Tuesday, September 20, 2005

La taverne du Sergent Recruteur


If you’re looking for a typical meal experience while you’re in Paris, I recommend you pay a visit to this “tavern” which is located in the middle of Isle St. Louis (more precisely 41 rue St-Louis-en-l'Isle). Don’t expect fancy cuisine or anything but just a “different” atmosphere supposedly inherited from the Gaulois era (the first inhabitants of France) – meaning wine, solid food, large quantities… The name of the place (the recruiter’s sergeant tavern) is said to come from a time where young men were taken to the place for wine and women and would awake the next day to find themselves signed up for the French army… Nothing of that kind nowadays, as far as I know!

13 comments:

  1. Funny, I didn't know this place. Depending on the soldier's puppet, it seems that the recruiter was working during Napoleon 1st reign. Is that correct ?

    ReplyDelete
  2. Another place for me to visit next time I am in Paris! Thanks, Eric!

    ReplyDelete
  3. wine and women ?
    for sure i would never have made it to the french army...

    ReplyDelete
  4. This is one of the first places I was taken when I first transfered to France. It's a great atmosphere (even if a bit touristy), where they have sausage and onions, pickles and peppers, big loaves of bread and cheap wine (if I remember well?!) all on the table for everybody to dive into. A super place to be with a group of people.

    It also here that I learned my first French curse words, so the memory is strong. (come to think of it, yes, it must have been cheap wine!)

    ReplyDelete
  5. Large quantities of solid food sounds good! :)

    They used to do something like this to get men into the British Navy. Groups of recruiters, called Press Gangs, would get men drunk in taverns and "press" them into service. In other words, when they woke up they'd already be on the high seas. My mother tells me this happened to her grandfather three times. I guess he liked his ale. :)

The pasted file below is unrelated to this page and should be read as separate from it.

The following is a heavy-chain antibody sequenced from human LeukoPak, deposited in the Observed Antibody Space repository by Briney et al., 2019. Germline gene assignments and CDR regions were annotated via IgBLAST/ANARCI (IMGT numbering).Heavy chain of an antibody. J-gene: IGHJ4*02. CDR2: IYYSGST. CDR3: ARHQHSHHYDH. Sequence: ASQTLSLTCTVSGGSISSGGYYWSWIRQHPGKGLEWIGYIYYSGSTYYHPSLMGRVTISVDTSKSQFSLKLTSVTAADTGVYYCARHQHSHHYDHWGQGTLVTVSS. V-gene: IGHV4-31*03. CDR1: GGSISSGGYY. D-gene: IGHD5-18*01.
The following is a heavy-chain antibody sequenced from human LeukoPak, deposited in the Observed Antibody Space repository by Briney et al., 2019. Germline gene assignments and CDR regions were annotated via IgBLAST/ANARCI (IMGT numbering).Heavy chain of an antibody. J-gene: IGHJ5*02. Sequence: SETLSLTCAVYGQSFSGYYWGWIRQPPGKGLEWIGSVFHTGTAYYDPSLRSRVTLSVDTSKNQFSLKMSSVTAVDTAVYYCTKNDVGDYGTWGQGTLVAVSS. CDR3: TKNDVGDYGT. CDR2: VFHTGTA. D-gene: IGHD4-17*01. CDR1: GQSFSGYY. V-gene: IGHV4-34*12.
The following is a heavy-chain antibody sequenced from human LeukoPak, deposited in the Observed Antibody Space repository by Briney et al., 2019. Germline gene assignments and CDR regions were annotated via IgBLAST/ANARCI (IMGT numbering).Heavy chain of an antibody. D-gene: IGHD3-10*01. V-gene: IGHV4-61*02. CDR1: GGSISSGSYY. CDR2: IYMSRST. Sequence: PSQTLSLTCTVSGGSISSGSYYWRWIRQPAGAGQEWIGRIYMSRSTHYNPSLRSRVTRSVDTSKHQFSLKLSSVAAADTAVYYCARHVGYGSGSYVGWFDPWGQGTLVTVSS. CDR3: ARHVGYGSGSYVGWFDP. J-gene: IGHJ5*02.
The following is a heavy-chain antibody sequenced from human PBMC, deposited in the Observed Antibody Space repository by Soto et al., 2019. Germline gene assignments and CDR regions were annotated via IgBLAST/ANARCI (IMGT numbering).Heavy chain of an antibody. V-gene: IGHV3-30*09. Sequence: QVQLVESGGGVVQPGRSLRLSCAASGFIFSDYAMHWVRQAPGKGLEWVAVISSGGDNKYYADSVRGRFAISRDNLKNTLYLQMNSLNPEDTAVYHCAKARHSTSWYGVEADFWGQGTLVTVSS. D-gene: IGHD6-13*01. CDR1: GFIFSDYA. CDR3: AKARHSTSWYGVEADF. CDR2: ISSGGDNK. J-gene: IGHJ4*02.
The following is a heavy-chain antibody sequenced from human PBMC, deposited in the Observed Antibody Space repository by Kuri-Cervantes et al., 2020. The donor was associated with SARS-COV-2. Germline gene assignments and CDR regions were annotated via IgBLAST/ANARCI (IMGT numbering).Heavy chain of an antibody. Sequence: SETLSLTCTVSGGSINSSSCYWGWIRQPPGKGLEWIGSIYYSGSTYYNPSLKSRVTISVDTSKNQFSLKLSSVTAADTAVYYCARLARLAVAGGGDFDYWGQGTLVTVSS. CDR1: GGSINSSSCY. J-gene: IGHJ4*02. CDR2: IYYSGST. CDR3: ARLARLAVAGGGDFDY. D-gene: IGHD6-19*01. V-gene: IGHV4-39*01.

Et merci beaucoup for the link.

    ReplyDelete
  6. I used to walk past that restaurant all the time but thought it was a bit of a novelty! A few doors up (or down) is a wonderful small French/Italian restaurant. They used to have 10E lunches and not that much more for dinner. I really hope it is still there. Do you buy any chance know the name Eric?

    ReplyDelete
  7. > Isido, yes probably Napoleon. But you probably know more than I do!

    > Elisabeth. Do you seriously think you'll have enough time to visit all these places?!

    > Mornin' Tomate. thanx for checking!

    > Charlus LOL. Look at Pam's comment, she mentions Press gang, that might have interested you...

    > Michael. What was this curse word?!

    > Pam, yeah well, I think what you describe is exactly what they used to do in France too.

    > Julia. Non I don't but I surely will inquire!

    ReplyDelete
  8. That would be lovely if you could! Merci en avance. The maitre was as delightful as the food so I hope it is still there and the same quality.

    ReplyDelete
  9. The tavern has been there forever--my first visit was in the mid 1960s as a kid. Went back in the 1980s and nothing had changed--glad to know its still the same! There's another great restaurant about a block east (past the bridge) on the north side of the Seine. Bon appetit! Jim

    ReplyDelete
  10. This is very interesting site... » » »

    ReplyDelete